Billy-Ray Belcourt’s A Minor Chorus looks at modern love and the Indigenous experience — read an excerpt now

Billy-Ray Belcourt’s A Minor Chorus looks at modern love and the Indigenous experience — read an excerpt now

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Billy-Ray Belcourt’s A Minor Chorus looks at modern love and the Indigenous experience — read an excerpt now's Profile


A Minor Chorus is the debut novel from Griffin Poetry Prize-winning poet and author Billy-Ray Belcourt.

A Minor Chorus will follow an unnamed narrator who abandons his thesis and goes back to his hometown, where he has a series of intimate encounters bringing the modern queer and Indigenous experience into focus.

Belcourt is a writer and academic from Driftpile Cree Nation in Alberta. In 2016, he became the first Indigenous person from Canada to be a Rhodes Scholar. 

Belcourt won the 2018 Griffin Poetry Prize for This Wound is a World. The debut collection also won the 2018 Indigenous Voices Award for most significant work of poetry in English and was a finalist for the 2018 Governor General’s Literary Award for poetry.

His second book, NDN Coping Mechanisms, uses poetry, prose and textual art to explore how Indigenous and queer communities are left out of mainstream media. It was on the Canada Reads 2020 longlist and was shortlisted for the 2020 Lambda Literary Awards.

He is also the author of the memoir A History of My Brief Bodywhich is about how his family was impacted by colonialism and intergenerational trauma and yet still hold joy and love in their hearts and lives. 

A Minor Chorus represents a “genre-bending” exploration of northern Alberta and an experimental take on the novel form, but told in the voice of a “twenty-something queer Indigenous protagonist who loves theory and is depressed,” Belcourt told CBC Books. “The book also attends to the lives of a whole chorus of imagined people from northern Alberta, taking seriously their suffering and dreams as worthy of literary investment,” he added.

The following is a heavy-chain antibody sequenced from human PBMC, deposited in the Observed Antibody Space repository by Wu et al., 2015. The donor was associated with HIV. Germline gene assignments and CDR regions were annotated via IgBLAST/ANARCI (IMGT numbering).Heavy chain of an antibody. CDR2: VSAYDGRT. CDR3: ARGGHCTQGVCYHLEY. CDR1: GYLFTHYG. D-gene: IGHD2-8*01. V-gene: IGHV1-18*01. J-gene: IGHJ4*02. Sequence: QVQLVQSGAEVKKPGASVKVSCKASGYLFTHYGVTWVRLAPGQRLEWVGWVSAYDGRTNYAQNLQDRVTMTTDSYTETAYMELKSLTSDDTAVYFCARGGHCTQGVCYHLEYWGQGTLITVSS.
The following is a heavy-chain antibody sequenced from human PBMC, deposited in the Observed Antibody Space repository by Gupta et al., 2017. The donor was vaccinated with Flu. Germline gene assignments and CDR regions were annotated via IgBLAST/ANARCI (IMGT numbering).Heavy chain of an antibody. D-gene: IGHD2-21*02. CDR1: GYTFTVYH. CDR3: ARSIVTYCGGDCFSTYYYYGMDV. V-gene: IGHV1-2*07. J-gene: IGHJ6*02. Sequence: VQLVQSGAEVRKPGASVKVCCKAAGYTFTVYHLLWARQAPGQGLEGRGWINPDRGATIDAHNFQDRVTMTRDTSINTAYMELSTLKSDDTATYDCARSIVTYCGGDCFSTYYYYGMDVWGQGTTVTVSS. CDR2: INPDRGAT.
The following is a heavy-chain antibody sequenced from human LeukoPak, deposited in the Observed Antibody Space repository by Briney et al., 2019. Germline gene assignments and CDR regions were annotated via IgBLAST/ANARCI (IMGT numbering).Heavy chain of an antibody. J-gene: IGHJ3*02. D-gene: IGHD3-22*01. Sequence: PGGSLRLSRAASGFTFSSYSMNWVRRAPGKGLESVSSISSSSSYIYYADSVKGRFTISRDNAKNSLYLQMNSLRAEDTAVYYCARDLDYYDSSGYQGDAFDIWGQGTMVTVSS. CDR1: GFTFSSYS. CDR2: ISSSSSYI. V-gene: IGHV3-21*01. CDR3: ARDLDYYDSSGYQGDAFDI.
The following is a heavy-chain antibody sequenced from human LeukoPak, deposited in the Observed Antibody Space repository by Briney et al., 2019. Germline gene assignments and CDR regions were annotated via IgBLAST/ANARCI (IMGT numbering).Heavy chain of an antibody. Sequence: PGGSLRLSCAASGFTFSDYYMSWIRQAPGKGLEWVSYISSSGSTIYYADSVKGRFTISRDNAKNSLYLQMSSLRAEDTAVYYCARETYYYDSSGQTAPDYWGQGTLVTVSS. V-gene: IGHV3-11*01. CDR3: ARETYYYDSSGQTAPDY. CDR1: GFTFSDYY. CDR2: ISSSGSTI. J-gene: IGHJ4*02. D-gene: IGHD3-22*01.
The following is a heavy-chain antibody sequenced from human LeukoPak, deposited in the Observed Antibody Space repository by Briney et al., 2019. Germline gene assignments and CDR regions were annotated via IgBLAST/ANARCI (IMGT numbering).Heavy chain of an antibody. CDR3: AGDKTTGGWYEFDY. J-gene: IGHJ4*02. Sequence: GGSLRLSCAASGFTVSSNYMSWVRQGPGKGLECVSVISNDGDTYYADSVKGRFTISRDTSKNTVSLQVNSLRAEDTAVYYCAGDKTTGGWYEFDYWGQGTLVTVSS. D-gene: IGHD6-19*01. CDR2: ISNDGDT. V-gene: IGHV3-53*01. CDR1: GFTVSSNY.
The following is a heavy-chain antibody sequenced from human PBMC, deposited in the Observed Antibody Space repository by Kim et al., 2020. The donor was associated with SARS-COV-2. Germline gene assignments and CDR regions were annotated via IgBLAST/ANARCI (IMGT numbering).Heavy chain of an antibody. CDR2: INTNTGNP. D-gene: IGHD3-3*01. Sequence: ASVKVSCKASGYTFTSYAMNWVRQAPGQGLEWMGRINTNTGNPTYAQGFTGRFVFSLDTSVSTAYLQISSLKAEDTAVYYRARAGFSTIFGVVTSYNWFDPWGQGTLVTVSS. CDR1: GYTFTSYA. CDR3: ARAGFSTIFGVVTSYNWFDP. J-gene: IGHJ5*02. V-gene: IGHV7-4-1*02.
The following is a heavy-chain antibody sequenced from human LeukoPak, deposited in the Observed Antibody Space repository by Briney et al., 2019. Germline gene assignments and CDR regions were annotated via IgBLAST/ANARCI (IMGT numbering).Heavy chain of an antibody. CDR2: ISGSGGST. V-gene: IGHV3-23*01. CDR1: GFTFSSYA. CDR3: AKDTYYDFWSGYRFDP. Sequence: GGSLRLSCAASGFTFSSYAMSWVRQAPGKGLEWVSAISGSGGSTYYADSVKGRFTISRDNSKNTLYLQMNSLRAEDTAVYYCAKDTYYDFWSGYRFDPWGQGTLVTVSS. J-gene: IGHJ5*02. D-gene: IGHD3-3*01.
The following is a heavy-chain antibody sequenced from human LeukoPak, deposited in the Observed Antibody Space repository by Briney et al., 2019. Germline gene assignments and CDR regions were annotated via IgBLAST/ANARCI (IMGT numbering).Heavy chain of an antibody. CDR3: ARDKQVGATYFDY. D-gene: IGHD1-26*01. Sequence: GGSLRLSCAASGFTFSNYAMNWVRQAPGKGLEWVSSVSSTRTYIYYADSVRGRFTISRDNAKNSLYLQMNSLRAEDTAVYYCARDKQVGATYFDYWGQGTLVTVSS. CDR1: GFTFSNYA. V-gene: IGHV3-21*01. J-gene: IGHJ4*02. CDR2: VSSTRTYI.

“In 2018, I was consumed by what one of Roland Barthes’s translators (Kate Briggs) called the ‘Fantasy-of-the-Novel,’ which is not about the novel as an object but as a way of living, a mode of consideration. The novel is a way to live out one’s aesthetic beliefs … I wanted to write a book that felt communal at its core,” said Belcourt.

A Minor Chorus will be available on Sept. 13, 2022.

You can read an excerpt from A Minor Chorus below.


It was April of last year, she began. There was still snow on the ground. I remember how it melted under my slippers, how I forgot to take them off my damp feet when I went back to bed. Jack phoned me around two in the morning. No one’s phone rings that late on a Saturday night unless it’s bad news.

By then, I had already started sleeping poorly, moving in and out of consciousness until morning. I ran up the stairs as soon as I heard the ringing; it was like my body had reverted to a more agile state. I’m driving home, kokum, he told me, in a hushed tone, before I could say hello. I think a cop is following me. I’ve had a bit to drink, but I’m not drunk or anything. I promise. I’m on the dirt road, just before the rez. Jack, I said, listen to me, Jack.

I said his name about a dozen times during that conversation. It was all I could manage —Jack, she said, once more, letting it embalm us like a secret. It was an unanswered beckoning, the opposite of an incantation, a warning, something like, Run!

Jack swore abruptly, which always made Mary flinch, then he put the phone down. He would leave it on speaker so that she could hear everything, but he told her she had to keep quiet.